Low river levels mean tighter restrictions, higher costs for barges leaving Minnesota

Although low water levels aren't an issue north of the Ohio River because of the lock-and-dam-system, those that ship by barge will have to ship lighter loads to avoid bottoming out. Lighter loads mean heavier costs for barges leaving Minnesota.
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Extreme drought has taken a toll on barges traveling up and down the shallow Mississippi River in the southern United States.

The Des Moines Register reports another barge ran aground Wednesday, forcing shipping lanes to close. More than 100 barges and towboats are stranded, the U.S. Coast Guard said. Although low water levels aren't an issue north of the Ohio River because of the lock-and-dam-system, those that ship by barge will have to ship lighter loads to avoid bottoming out.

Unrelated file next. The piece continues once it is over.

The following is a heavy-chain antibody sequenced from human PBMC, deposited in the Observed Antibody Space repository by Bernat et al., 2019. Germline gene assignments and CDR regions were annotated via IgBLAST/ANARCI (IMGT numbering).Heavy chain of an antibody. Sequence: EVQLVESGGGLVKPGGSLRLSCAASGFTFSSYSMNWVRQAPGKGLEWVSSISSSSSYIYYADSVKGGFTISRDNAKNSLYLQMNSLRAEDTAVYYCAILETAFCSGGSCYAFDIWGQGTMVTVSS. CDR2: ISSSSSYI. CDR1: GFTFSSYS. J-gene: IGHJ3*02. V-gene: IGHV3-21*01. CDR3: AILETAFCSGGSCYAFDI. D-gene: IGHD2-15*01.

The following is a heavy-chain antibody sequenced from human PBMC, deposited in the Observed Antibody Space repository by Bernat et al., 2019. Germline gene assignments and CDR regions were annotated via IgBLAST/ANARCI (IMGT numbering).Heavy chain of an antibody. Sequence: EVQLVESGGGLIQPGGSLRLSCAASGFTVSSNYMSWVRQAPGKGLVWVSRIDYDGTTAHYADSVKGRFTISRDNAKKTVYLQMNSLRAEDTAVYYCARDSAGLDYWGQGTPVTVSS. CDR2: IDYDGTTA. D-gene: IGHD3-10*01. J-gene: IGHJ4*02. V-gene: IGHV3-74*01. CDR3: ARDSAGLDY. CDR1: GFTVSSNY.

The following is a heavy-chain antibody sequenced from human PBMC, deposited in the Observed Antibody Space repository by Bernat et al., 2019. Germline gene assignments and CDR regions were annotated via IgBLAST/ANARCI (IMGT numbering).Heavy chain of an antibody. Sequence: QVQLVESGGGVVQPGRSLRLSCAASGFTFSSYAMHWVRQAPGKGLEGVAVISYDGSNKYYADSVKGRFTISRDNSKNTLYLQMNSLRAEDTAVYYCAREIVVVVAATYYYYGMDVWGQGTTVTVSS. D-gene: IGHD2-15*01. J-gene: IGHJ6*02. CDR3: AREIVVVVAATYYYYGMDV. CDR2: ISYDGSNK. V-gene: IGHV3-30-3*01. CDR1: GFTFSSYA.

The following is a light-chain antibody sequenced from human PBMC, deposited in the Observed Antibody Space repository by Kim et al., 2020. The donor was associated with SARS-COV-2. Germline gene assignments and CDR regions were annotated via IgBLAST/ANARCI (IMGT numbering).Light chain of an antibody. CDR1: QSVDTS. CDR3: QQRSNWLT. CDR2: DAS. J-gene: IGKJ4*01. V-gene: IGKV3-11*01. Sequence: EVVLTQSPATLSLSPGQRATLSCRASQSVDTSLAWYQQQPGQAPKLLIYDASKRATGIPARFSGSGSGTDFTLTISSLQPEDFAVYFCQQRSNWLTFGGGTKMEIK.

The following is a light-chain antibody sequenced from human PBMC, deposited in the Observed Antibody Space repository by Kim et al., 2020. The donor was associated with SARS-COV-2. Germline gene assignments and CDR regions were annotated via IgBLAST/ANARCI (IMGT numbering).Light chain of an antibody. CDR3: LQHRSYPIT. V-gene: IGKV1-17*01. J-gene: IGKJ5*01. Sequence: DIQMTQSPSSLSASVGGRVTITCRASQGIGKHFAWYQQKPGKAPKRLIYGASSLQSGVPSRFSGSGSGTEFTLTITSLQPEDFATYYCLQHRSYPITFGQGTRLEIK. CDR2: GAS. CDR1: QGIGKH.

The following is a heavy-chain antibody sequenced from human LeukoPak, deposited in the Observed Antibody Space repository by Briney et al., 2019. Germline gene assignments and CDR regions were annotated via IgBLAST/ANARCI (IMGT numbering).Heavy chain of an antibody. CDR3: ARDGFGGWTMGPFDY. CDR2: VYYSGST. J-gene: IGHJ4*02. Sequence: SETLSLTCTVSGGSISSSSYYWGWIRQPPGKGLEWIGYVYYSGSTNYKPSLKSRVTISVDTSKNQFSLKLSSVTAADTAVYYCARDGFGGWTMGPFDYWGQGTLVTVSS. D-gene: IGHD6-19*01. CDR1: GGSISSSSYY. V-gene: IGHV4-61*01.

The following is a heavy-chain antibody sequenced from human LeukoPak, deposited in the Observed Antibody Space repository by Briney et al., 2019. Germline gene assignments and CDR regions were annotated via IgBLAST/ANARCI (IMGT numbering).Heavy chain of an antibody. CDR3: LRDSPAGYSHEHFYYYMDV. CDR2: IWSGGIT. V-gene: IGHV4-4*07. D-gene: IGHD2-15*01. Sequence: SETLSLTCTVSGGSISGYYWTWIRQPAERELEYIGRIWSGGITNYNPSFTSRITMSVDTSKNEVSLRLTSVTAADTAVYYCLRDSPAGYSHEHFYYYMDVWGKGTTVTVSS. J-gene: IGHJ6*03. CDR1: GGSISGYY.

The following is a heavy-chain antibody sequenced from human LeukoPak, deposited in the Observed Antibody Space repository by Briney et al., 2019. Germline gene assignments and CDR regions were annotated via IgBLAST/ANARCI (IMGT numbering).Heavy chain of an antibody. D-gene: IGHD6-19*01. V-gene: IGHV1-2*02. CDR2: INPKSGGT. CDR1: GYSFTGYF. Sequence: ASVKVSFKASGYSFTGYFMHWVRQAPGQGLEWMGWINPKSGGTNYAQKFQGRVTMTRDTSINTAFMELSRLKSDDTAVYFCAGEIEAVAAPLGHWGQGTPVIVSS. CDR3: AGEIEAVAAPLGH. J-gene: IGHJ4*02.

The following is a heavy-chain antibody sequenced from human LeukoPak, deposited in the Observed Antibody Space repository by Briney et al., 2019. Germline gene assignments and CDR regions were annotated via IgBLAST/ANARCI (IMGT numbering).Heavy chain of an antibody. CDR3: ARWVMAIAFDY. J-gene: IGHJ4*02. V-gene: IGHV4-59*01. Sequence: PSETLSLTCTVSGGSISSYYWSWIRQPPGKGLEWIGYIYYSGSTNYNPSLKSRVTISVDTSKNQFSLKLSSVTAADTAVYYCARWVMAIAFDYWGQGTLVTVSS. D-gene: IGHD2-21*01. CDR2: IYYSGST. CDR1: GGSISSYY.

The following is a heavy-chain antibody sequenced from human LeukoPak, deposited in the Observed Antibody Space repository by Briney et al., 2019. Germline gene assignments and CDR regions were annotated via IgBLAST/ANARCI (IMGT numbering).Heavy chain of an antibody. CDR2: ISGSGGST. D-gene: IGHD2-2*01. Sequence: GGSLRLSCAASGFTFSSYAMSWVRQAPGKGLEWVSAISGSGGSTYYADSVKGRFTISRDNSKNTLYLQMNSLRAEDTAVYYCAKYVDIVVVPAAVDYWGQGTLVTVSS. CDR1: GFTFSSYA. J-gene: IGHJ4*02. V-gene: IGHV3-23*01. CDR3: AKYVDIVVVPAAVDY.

Barges leaving Savage, Minneapolis or St. Paul could see tighter restrictions. Lee Nelson, President of Upper River Services Inc. in St. Paul, tells the Star Tribune that every inch a barge sinks below the water equals 17 tons of cargo. Empty space drives up the cost of shipping. "The fact that it's partway empty, somebody's got to pay for that," Nelson said. "Whoever's commodity it is, they're the one who's going to bear the brunt of that."

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